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Transparent Braces, A Straighter Smile: It All Computes

Originally Published MDDI June 2002MEDICAL DESIGN EXCELLENCE AWARDS 2002 InvisalignSubmitted and manufactured by Align Technology Inc. (Santa Clara, CA)

June 1, 2002

4 Min Read
Transparent Braces, A Straighter Smile: It All Computes

Originally Published MDDI June 2002

MEDICAL DESIGN EXCELLENCE AWARDS 2002

Invisalign

Submitted and manufactured by Align Technology Inc. (Santa Clara, CA)

0206d42j.jpg

Invisalign Aligners were designed to allow for transparency as well as durability.
(click to enlarge)

In the past, straightening one's teeth meant wearing metal wires and brackets and rubber bands in one's mouth—an uncomfortable treatment that was obvious to everyone and tended to result in the need to treat cavities once the braces were removed, since teeth couldn't be thoroughly cleaned with the devices in place. Align Technology's Invisalign, a new method for straightening teeth, revolutionizes the business of creating perfect smiles.

"Invisalign is nearly invisible—it's aesthetically unmatched by conventional or even clear ceramic braces," says Amir Abolfathi, vice president of research and development for Align Technology. "The braces, which we call Aligners, are made of a proprietary polyurethane material, which is comfortable to wear; there is no more metal to poke a patient's cheeks. And perhaps most importantly, they're removable so they're much more hygienic. Patients can remove them for normal eating and drinking, or if they're attending an important event. They give patients more flexibility and greater self-confidence."

In addition, gone are the days of returning to an orthodontist or general dental practitioner (GP) every two to three weeks to have braces tightened. With Invisalign, a clinician can dispense three to four sets of Aligners every six to eight weeks, saving both patients and clinicians valuable in-office time. Aligners are worn for two weeks at a time, then the patient moves to the next set. Each set progressively moves the patient's teeth closer to the desired final positions.

Align Technology also has revolutionized the manufacturer-clinician relationship, creating a true collaboration in how devices are developed for each patient. The clinician may submit a prescription to Align Technology on-line and then mail physical data, including the patient's set of impressions, wax bites that show the relationships between the upper and lower teeth, x-rays, and a diagnostic treatment plan.

Virtual-orthodontic technicians at Align Technology then enter that data into a special software program, Treat, to create a three-dimensional digital model of the patient's current teeth position and a treatment plan showing how the teeth will incrementally be moved to the desired positions through a series of Aligner sets. Within 10 days, clinicians may log onto the manufacturer's Web site and use the ClinCheck software to review, and modify if necessary, the plan before manufacturing begins.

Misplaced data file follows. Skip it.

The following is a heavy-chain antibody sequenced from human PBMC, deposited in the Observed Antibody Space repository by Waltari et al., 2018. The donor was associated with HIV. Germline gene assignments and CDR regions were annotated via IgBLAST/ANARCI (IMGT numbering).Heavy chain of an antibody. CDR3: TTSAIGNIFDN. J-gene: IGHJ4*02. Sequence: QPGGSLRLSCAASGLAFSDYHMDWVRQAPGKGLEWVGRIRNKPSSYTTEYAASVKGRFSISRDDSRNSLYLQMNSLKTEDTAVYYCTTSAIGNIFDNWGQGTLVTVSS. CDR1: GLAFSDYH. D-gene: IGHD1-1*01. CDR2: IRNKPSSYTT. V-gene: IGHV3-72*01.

"We needed an interface between the customers and the manufacturing folks that would let everyone approach treatment from the same perspective," Abolfathi explains. "Orthodontists and GPs want to see images at every angle before they will accept a treatment plan. A two-dimensional fax or printout screen from the Web wouldn't have been sufficient. With ClinCheck, they basically watch a movie of the treatment plan. They press 'play,' and they see a three-dimensional representation of the patient's teeth in any angle they'd like from the initial stage through the final phase of treatment. Plus, the images are easy for them to manipulate if they'd like to modify the treatment plan."

Certainly the most exciting features about the product are its near invisibility and ability to be removed as needed by the patient, both of which are made possible by the material from which the Aligners are made. Align Technology is currently on its third generation of material for Aligners in its continuing quest to provide a material that is strong enough to move teeth while maintaining enough flexibility to allow for removal, transparency to allow for proper aesthetics, and durability. "We started with a material that was on the market, then we moved to a polycarbonate, and now we're using a proprietary polyurethane," Abolfathi says. "We'll continue to improve the material in future versions."

Align Technology also is conducting a study at the University of Florida to learn by how much the incidence of cavities and calcification is reduced by wearing Invisalign rather than conventional braces. Data should be released next spring. If the product does indeed reduce those numbers, as expected, that will give patients who need to straighten their teeth one more reason to smile.

Copyright ©2002 Medical Device & Diagnostic Industry

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